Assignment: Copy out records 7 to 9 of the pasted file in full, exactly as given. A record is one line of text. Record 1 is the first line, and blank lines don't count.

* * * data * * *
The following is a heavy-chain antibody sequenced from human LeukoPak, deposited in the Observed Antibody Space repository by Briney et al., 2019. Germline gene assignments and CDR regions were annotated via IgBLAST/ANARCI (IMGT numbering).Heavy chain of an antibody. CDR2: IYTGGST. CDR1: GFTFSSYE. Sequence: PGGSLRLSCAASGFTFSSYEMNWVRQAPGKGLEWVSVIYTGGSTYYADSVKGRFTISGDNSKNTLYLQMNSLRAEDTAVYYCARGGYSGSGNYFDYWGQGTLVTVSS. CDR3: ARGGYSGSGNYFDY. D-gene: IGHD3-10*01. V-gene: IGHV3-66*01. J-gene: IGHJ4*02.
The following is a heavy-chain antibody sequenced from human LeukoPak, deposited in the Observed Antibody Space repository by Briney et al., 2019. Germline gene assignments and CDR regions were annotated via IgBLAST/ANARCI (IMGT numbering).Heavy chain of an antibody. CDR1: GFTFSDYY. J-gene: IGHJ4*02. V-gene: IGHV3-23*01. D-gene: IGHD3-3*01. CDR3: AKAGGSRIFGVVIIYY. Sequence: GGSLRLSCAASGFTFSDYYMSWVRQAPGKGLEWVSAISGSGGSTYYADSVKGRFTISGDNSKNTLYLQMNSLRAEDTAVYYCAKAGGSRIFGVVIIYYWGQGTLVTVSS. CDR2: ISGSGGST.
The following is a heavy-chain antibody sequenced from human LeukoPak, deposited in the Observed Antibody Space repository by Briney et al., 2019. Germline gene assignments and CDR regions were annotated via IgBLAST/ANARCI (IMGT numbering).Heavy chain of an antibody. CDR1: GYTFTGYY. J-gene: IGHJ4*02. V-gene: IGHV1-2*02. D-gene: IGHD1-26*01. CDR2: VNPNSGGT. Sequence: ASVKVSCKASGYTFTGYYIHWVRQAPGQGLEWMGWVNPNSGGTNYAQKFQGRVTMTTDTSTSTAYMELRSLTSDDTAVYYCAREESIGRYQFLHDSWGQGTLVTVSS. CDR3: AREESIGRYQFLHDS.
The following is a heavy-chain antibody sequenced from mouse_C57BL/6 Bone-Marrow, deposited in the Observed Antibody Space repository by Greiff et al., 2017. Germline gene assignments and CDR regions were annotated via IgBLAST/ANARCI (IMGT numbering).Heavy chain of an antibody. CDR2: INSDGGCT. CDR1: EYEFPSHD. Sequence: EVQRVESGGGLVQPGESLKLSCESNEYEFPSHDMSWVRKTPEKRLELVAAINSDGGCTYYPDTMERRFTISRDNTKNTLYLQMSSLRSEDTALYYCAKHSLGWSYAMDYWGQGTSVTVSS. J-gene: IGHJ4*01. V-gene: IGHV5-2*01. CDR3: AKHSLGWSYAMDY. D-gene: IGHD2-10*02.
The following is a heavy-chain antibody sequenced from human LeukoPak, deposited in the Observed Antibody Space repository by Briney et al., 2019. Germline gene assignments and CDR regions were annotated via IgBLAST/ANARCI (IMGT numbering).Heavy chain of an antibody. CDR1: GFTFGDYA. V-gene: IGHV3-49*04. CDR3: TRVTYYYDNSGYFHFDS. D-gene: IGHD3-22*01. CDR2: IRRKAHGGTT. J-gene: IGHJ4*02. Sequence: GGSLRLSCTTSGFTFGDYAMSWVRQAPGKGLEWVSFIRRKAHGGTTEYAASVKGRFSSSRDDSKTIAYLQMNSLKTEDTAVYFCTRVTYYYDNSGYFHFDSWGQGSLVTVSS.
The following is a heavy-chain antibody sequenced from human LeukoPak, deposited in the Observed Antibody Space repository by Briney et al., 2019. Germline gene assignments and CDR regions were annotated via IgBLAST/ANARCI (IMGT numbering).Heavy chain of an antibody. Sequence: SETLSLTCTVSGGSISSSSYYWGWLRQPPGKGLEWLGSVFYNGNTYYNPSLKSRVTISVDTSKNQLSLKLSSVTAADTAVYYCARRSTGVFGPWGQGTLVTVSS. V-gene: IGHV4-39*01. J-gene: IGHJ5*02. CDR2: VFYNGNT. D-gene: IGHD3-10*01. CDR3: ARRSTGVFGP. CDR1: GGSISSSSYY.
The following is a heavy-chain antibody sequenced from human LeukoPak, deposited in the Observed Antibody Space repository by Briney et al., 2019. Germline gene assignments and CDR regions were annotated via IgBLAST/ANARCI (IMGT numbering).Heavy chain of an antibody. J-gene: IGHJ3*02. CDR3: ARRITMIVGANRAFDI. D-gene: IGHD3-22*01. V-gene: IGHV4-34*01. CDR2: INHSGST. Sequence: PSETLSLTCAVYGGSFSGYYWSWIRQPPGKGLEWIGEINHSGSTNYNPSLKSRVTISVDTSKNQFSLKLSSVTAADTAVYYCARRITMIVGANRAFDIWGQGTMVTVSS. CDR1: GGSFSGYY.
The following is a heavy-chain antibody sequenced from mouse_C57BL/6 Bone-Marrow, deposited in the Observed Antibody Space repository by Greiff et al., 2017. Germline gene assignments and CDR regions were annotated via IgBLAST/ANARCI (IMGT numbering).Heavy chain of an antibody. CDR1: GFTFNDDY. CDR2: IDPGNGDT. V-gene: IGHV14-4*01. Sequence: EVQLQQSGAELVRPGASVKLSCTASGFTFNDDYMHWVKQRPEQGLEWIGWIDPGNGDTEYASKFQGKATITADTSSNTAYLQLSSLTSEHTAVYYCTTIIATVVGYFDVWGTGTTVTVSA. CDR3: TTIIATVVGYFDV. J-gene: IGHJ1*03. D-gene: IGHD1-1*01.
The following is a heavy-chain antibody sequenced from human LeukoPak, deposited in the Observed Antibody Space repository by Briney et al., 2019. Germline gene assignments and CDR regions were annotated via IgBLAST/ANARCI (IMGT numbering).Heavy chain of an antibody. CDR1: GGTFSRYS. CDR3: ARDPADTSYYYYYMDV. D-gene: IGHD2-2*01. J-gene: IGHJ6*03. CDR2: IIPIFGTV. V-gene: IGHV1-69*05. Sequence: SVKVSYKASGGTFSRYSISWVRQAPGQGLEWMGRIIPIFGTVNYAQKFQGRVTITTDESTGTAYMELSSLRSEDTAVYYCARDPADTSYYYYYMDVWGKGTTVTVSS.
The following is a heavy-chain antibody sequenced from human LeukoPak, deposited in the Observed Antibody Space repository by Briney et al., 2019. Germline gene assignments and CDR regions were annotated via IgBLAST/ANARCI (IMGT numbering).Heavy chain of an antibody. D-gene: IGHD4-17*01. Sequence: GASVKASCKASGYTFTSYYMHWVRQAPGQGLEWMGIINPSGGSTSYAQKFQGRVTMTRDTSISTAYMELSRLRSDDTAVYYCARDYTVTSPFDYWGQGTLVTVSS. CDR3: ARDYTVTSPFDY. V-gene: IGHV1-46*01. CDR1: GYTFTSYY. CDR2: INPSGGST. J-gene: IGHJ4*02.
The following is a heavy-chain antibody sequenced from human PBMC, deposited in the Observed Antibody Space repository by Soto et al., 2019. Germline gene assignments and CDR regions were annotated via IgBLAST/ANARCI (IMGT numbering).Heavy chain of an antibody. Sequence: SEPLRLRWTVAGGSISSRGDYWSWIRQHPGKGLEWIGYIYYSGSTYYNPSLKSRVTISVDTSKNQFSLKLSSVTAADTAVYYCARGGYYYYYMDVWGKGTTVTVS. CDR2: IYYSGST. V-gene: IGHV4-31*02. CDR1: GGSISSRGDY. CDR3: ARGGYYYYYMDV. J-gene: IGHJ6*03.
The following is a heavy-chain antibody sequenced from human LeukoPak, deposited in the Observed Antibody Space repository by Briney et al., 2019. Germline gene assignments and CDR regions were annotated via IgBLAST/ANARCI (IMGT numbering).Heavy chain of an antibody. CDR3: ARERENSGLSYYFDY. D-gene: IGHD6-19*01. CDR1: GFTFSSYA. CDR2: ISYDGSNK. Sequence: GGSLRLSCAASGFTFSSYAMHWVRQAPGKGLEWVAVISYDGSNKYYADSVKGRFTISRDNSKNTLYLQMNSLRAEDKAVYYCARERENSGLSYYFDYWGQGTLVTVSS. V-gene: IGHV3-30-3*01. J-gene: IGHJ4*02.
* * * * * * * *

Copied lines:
The following is a heavy-chain antibody sequenced from human LeukoPak, deposited in the Observed Antibody Space repository by Briney et al., 2019. Germline gene assignments and CDR regions were annotated via IgBLAST/ANARCI (IMGT numbering).Heavy chain of an antibody. J-gene: IGHJ3*02. CDR3: ARRITMIVGANRAFDI. D-gene: IGHD3-22*01. V-gene: IGHV4-34*01. CDR2: INHSGST. Sequence: PSETLSLTCAVYGGSFSGYYWSWIRQPPGKGLEWIGEINHSGSTNYNPSLKSRVTISVDTSKNQFSLKLSSVTAADTAVYYCARRITMIVGANRAFDIWGQGTMVTVSS. CDR1: GGSFSGYY.
The following is a heavy-chain antibody sequenced from mouse_C57BL/6 Bone-Marrow, deposited in the Observed Antibody Space repository by Greiff et al., 2017. Germline gene assignments and CDR regions were annotated via IgBLAST/ANARCI (IMGT numbering).Heavy chain of an antibody. CDR1: GFTFNDDY. CDR2: IDPGNGDT. V-gene: IGHV14-4*01. Sequence: EVQLQQSGAELVRPGASVKLSCTASGFTFNDDYMHWVKQRPEQGLEWIGWIDPGNGDTEYASKFQGKATITADTSSNTAYLQLSSLTSEHTAVYYCTTIIATVVGYFDVWGTGTTVTVSA. CDR3: TTIIATVVGYFDV. J-gene: IGHJ1*03. D-gene: IGHD1-1*01.
The following is a heavy-chain antibody sequenced from human LeukoPak, deposited in the Observed Antibody Space repository by Briney et al., 2019. Germline gene assignments and CDR regions were annotated via IgBLAST/ANARCI (IMGT numbering).Heavy chain of an antibody. CDR1: GGTFSRYS. CDR3: ARDPADTSYYYYYMDV. D-gene: IGHD2-2*01. J-gene: IGHJ6*03. CDR2: IIPIFGTV. V-gene: IGHV1-69*05. Sequence: SVKVSYKASGGTFSRYSISWVRQAPGQGLEWMGRIIPIFGTVNYAQKFQGRVTITTDESTGTAYMELSSLRSEDTAVYYCARDPADTSYYYYYMDVWGKGTTVTVSS.